An open door…

Our travels south have involved a number of ‘firsts’ in many ways. For the first time, we managed to spend some time with the folks at Sarina, and gave a mission talk at a Yeppoon fish ‘n chip shop! We also gave a Friday night mission presentation at Rocky Presbyterian Church, giving many of those attending a first look at our ministry. At present, we are in Gladstone for the first time, sharing with the congregations in the area at services and mission events over the week. Coming up in August, Keith will be giving three talks at the Callide Valley family camp just outside Biloela – another first for us.

Add to these ‘firsts’ the warm welcome received from a number of our long-standing supporters in Mackay, Yeppoon, and Rockhampton, and we are riding high on a wave of encouragement at the moment.

It has always been our intention to not only be blessed by these engagements, but to be a blessing to the communities we are visiting. Keith has had several opportunities to preach, and providing a break for hard-working ministers is a pleasure for us. We often find ourselves in a position to give some encouragement, and several of the places we will be visiting have experienced some setbacks this past year, with the passing of loved saints, the challenges of adapting to COVID restrictions, and other issues which can distract from local ministry.

One of our regular stops, the congregation at Bell, Queensland, has presented an opportunity to establish an on-and-off base there during our south-east Queensland partnership visits. They are currently without a permanent resident minister, and we are able to stay at a church property in Bell and serve the community in any way that we can while in town. It is just one of those many ‘doors’ which the Lord opens before us, and we have always found Him faithful when we trust Him and walk on through!

Prayer points

  • Pray for our church visits, that they be a blessing for everyone involved
  • Praise God for the new connections made, and the boost this provides for our financial and prayer support requirements
  • seek God’s protection over our continuing travels. Next month…. Bell, Chinchilla, Biloela & Kingaroy

A great crowd…

During a visit to the Gordonvale / Babinda church we were reminded that our ministry is simply the latest chapter in a story going back decades. We met a number of folk with stories of their involvement in bible translation, visits to PNG, or of family members involved in overseas mission. Hebrews 12:1 speaks of Kingdom members who have gone before as “a great cloud of witnesses”, painting an image of them as spectators at a foot race, urging us to keep going with our eyes fixed on Christ. The enthusiasm with which these folk received us was certainly in that spirit, as we shared experiences, gave updates on the current situation in PNG, and prayed about challenges facing us in the future.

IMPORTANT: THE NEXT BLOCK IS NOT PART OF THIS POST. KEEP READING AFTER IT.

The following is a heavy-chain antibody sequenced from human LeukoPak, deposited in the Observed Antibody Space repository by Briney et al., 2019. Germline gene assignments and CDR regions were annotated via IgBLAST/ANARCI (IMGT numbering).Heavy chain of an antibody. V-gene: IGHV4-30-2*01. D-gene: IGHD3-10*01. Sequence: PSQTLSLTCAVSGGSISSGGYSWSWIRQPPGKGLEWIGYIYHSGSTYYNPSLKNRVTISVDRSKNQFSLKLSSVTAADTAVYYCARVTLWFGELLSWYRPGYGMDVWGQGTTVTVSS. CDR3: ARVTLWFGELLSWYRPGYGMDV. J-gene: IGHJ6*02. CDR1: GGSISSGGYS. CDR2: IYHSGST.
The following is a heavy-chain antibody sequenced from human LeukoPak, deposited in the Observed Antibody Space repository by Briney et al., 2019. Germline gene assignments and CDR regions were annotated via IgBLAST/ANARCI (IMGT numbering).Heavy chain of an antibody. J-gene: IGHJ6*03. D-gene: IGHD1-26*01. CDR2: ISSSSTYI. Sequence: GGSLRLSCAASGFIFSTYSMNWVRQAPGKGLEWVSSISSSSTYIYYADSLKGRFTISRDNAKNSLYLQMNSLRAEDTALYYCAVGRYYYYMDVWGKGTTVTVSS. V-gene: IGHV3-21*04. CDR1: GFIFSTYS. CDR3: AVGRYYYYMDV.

It was a treat to meet Yvonne, who arrived in PNG in 1959 to be involved in Bible translation. Without a suitable single female colleague to be paired up with, she was initially assigned to assist the new Finance Manager, John Abernathy, working in an ‘office’ which was a traditionally constructed hut complete with thatched roof. This was undoubtedly God’s working, as Yvonne later become Mrs Abernathy after an Ukarumpa dual wedding ceremony on November 18, 1961.

Keith was thrilled to hear about one of his PNG ‘finance forefathers’ and would love to have spent more time hearing stories of those pioneering days. Duty called however, and we spent the rest of our time having great conversations with people over a BBQ dinner and a cuppa.

Prayer points

  • praise God for those who have gone before us in PNG mission endeavours
  • pray that the next generation would grasp the urgency of the need for more labourers (Matthew 9:35-38)
  • seek God’s protection over our continuing travels. Next week…. Atherton!

Here is the church…

The classic children’s action rhyme goes, “Here is the church… here is the steeple… open the doors… and here are the people.” It is very cute when enacted by a four-year old, but misses the mark somewhat theologically.

Ephesian 5:25-27 tells us that, “Christ loved the church and gave himself up for her, that he might sanctify her, having cleansed her by the washing of water with the word, so that he might present the church to himself in splendour, without spot or wrinkle or any such thing, that she might be holy and without blemish”. This is not recounting some Messianic working bee to tidy up a building, but Jesus’ giving of himself in order to perfect the people of God’s kingdom.

During our time back in Australia we are visiting with many churches – not buildings, but communities of believers all serving Christ and longing for the day that His purposes are fully realised.